Monday 20 July

Here the door opened, & Morgan came in to ask us out to lunch with him at the Etoile, which we did, 
though we had a nice veal & ham pie at home (this is in the classic style of journalists). It comes of Swift 
perhaps, the last words of which I have just written, & so fill up time here.

I should consider my work list now. I think a little story, perhaps a review, this fortnight; having a 
superstitious wish to begin To the Lighthouse the first day at Monks House. I now think I shall finish it in the 
two months there. The word 'sentimental' sticks in my gizzard (I'll write it out of me in a story—Ann Watkins 
of New York is coming on Wednesday to enquire about my stories). But this theme may be sentimental; father 
& mother & child in the garden: the death; the sail to the lighthouse. I think, though, that when I begin it I shall 
enrich it in all sorts of ways; thicken it; give it branches & roots which I do not perceive now. It might contain 
all characters boiled down; & childhood; & then this impersonal thing, which I'm dared to do by my friends, the 
flight of time, & the consequent break of unity in my design. That passage (I conceive the book in 3 parts: 1. at 
the drawing room window; 2. seven years passed; 3. the voyage:) interests me very much. A new problem like 
that breaks fresh ground in ones mind; prevents the regular ruts.

Last night Clive dined with us; & Nelly is rather waspish about it this morning; & tried to run away 
before Ottoline came; but it proved to be Adrian; & then we talked of cancer, & Clive got set, & Ottoline came, 
in tea kettle taffeta, all looped & scolloped & fringed with silver lace, & talked about Rupert & Jacques, & re-
told, with emendations, the story of Ka & Henry Lamb & herself. She has been working over these old stories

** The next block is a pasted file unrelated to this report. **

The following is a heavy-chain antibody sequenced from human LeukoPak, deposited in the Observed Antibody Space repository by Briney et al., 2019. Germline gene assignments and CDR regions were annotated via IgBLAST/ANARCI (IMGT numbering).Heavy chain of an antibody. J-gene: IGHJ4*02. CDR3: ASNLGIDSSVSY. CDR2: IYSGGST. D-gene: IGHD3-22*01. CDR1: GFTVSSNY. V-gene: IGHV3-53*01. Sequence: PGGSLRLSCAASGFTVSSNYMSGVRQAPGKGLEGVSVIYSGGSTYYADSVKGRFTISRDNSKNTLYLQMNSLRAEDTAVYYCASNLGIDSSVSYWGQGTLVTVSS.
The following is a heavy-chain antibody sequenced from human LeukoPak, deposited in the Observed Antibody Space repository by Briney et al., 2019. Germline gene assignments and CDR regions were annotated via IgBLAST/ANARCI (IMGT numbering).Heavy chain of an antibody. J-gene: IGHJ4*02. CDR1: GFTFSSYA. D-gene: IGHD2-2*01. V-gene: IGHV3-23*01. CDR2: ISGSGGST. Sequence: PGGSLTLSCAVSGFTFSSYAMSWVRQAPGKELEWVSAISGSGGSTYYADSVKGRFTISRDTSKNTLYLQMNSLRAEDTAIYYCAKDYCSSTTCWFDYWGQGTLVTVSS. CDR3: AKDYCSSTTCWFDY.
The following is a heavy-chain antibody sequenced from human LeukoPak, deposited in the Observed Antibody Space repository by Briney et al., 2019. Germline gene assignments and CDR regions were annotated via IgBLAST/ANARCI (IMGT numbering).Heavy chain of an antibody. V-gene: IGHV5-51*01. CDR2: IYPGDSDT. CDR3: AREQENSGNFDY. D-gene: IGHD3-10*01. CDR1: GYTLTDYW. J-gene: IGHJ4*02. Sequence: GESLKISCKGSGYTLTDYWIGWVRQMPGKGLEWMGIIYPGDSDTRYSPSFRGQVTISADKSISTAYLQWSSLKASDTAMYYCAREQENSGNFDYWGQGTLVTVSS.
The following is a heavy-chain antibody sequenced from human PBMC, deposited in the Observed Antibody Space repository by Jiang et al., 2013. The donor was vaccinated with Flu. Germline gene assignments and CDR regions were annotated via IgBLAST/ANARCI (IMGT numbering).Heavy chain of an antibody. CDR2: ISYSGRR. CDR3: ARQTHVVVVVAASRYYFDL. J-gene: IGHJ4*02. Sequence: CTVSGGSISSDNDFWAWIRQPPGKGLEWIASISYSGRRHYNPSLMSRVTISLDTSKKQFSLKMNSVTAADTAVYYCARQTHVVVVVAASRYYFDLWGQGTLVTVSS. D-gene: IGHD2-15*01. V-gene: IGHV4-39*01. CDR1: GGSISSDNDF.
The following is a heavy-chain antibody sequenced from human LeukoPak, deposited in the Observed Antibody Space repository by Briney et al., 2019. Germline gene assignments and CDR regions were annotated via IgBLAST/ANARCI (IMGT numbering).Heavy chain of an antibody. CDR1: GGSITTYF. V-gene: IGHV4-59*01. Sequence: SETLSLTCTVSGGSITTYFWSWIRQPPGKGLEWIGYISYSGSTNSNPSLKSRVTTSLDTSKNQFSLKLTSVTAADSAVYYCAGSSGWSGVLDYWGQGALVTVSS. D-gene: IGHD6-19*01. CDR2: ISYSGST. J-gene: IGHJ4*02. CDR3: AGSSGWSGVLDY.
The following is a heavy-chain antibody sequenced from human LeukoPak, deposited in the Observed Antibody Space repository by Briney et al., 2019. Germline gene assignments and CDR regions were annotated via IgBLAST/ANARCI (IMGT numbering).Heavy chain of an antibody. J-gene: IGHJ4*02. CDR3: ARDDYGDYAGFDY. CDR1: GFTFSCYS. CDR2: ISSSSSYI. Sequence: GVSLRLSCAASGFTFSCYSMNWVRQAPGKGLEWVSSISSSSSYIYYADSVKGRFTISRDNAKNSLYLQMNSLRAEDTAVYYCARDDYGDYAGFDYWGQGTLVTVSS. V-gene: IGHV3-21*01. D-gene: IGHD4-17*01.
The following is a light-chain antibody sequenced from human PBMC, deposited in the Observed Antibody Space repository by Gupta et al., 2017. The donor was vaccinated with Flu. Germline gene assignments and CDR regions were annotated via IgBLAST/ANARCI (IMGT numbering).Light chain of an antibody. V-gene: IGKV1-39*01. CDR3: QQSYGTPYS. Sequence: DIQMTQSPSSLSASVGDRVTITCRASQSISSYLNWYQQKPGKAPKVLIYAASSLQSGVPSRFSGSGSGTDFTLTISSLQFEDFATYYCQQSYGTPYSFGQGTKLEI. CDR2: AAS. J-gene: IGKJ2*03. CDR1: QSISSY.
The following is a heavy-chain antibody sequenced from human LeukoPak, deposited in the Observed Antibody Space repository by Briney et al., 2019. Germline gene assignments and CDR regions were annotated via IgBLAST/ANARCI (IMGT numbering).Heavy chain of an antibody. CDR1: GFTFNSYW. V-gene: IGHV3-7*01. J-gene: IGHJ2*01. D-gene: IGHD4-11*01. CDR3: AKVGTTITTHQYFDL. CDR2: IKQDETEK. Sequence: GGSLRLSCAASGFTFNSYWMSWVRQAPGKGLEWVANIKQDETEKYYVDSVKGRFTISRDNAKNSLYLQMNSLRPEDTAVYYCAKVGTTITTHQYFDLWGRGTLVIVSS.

so often, that they hold no likeness to the truth—they are stale, managed, pulled this way & that, as we used 
to knead & pull the crumb of bread, till it was a damp slab. Then the old motor was heard hooting & there was 
Philip & Julian [Morrell], at which, at Julian that is, Clive cheered up, & was very brisk & obliging as he knows 
how. We argued the case of the aristocracy v. the middle class. I rather liked it. But one seldom says anything 
very profound. I like the sense of other people liking it, as I suppose the Morrells do, for they settle on us like 
a cloud of crows, once a week now. My vanity as a hostess is flattered. Sometimes a buttery crumb of praise 
is thrown to me—"Lady Desborough admires your books enormously—wants to meet you"—& then Clive, 
looking at my photographs in Vogue says of the one last year—"That is charming—but must be taken very long 
ago, I suppose"—so you see how I switch back from pleasure to pain, & time was when I should have ended the 
evening fast stuck in black despair, gone to bed like a diver with pursed lips shooting into oblivion. But enough, 
enough—I coin this little catchword to control my tendency to flower into phrase after phrase. Some are good 

What shall I read at Rodmell? I have so many books at the back of my mind. I want to read voraciously 
& gather material for the Lives of the Obscure—which is to tell the whole history of England in one obscure life 
after another. Proust I should like to finish. Stendhal, & then to skirmish about hither & thither. These 8 weeks 
at Rodmell always seem capable of holding an infinite amount. Shall we buy the house at Southease? I suppose